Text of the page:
One of the more difficult challenges to reading and understanding the Bible is trying to connect with the original first century audience. We don’t always know very much about them. They lived 2,000 years ago. How much could they have in common with us?
As we begin a new series on the book of Colossians, I want to introduce you to the citizens of the town of Colossae. At the time of writing the letter, Paul had never visited Colossae (2:1). According to the commentaries I read, it was small city some distance inland from Ephesus, in what is today southwestern Turkey. Although it had been a prominent city 200 years or so previously, it was now the smallest of three cities within a few miles of each other. Laodicea and Hierapolis are both mentioned in 4:13, and both were larger than Colossae.
So basically, the letter is written to a young, probably small, church in a small town. It had been planted by a companion of Paul, Epaphras (1:7) who was now in prison with Paul (Philemon 1:23).
But Paul doesn’t spend the whole letter correcting the church. He spends the majority of the letter encouraging the church by pointing out the grandeur and majesty of Jesus Christ. He points people away from their present setting to the big picture of what God has done and is continuing to do through Jesus. Then he describes how the big picture of God should impact the lives of these Christians in a young church in a little town.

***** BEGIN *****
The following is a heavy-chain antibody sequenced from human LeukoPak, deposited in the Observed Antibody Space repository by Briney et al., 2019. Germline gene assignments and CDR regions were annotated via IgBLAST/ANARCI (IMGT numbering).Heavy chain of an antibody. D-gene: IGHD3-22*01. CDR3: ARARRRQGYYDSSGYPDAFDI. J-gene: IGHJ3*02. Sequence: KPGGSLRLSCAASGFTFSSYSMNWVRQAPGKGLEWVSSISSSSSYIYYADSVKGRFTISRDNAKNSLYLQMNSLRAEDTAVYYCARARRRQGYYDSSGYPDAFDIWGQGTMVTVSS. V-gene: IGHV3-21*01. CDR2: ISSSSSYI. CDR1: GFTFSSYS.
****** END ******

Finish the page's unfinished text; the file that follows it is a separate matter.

Because of this I’m labeling this study of Colossians, “Little People: Big Picture.”
It’s often easy to get the impression that the big churches we encounter are somehow closer to the biblical model than the small churches. God’s blessed them with growth. They must be doing something right. Their elders must be better. Their preacher must be better. Their ministries must be better. etc. etc. Yet the majority of churches in the U.S.A (75%), and I suspect around the world, have an attendance of 150 or less. While I don’t believe it should be our goal, small churches are probably closer to the NT church experience than the large churches are.
When Paul writes to the Colossians, he’s not looking to praise or critique their eloquence, or efficiency, or Bible Class curriculum. In fact, he opens his letter by praising their faith and love that spring from their heavenly hope (1:3-5). He then equates these elements with the “gospel that has come to you” (1:5).
Paul is excited that this church has grasped and practices the basics of the Good News of Jesus Christ. What a tremendous starting point: The Big Picture. There’s a directory of Churches of Christ published by 21st Century Christian that distinguishes between churches that describe themselves as “one cup churches” or “non-institutional churches” among other descriptions. It seems to me that those issues pale into insignificance compared to what Paul looks for in a church: their faith, love and hope.
Wouldn’t it be interesting to review a directory that distinguished congregations based on their grasp of faith, love and hope? I know its not the job of any human to really make that judgment, but if you were looking for a new church home, wouldn’t they be core elements to seek in a congregation? A healthy small church has a firm grasp of God’s big picture!
I only have 2 questions this week. Please share a comment:
- How would you recognise whether a church was strong or weak in the areas of faith, love and hope?
- How would you identify if you personally were strong or weak in the areas of faith, love and hope?